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Why Taste Wine at a Wine-Tasting?

“Drink and be merry, for our time on earth is short, and death is forever.” A Toast.

 Gourmet Gallery is planning a week’s tour of Washington and Oregon in June, and there are seven wineries on the planned itinerary. What can we learn in that beautiful setting? When tasting, does one learn the language of wine? Will I be able to identify different flavors–is it peppery, fruity, buttery, full-bodied? If food and wine enhance each other, how is food paired with wine? I am setting out to learn  these things.

Since we are going to PINOR NOIR country, I have chosen to start with that wine. According to WINE LOVER’S COMPANION, the pinot noir grape is the red grape of Burgundy. It is genetically unstable which makes consistency in this vine extremely difficult. Oregon’s long, cool growing season is conducive to the production of some acclaimed Pinot Noir wines. Kevin Zraly writes, “Pinot Noir is a white wine masquerading as a red wine….My favorite wine for lunch is Pinot Noir. Since most of us have to go to work after lunch, the light, easy-drinking style of a Pinot Noir will not overpower the usual luncheon fare of soup, salad and sandwiches. It is a user-friendly wine.” Thanks, Jill, for this info about your favorite wine.

The Chateau Ste. Michelle winery in Woodenville, Washington has a good website that helps with food and wine pairing. Some suggestions for Pinot Noir are grilled salmon and tuna, smoked duck with a cherry sauce, smoked salmon, and because of the tannins and slight pepperiness of this wine, Asian foods such as Chinese barbecued pork ribs.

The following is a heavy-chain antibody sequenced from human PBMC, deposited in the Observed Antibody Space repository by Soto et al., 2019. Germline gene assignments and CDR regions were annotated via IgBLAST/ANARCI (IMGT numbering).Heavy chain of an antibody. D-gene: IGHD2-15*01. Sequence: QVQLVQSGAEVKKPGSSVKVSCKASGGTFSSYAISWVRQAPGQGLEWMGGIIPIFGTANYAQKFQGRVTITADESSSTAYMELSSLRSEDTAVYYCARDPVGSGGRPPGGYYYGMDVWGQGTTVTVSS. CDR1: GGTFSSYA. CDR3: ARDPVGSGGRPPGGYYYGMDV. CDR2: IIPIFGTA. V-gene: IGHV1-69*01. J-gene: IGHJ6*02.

Maybe I’ll learn the answer to all my questions. Maybe I won’t, but I plan to enjoy the journey.

Karyn suggested her recipe to go with the aforesaid wine. Let me know how you like this pairing.


2 tsp coarse salt
3/4 tsp. sugar
3/4 tsp. thyme
1/4 tsp. ground allspice
1/4 tsp. ground pepper
4 loin pork chops, about 1 1/4-inch thick

2 tbsp. olive oil
1 lb. red onions, halved and thinly sliced
1 1/2 tsp. sugar
1 sweet red pepper, cut in julienne strips
1 small carrot, peeled and cut into julienne strips
2 tbsp. julienned orange zest
1/4 cup freshly squeezed orange juice

In a small bowl, stir together 1 1/2 tsp. of the salt with the sugar, thyme, allspice and pepper. Rub into pork chops.

For the marmalade, heat oil in a large skillet over moderate heat. Add onions, sprinkle with the sugar and cook until tender, about 10 minutes.  Add red pepper, carrot, and orange zest; cook about 5 minutes or until vegetables are soft. Add orange juice and remaining salt and cook until liquid has evaporated and onion are glossy. Remove from heat.

Rub a grill with oil; gill chops about 4 minutes per side or until cooked through. Serve with onion marmalade.
Serves 4.

Blog assembled by Jo Ann Miller.

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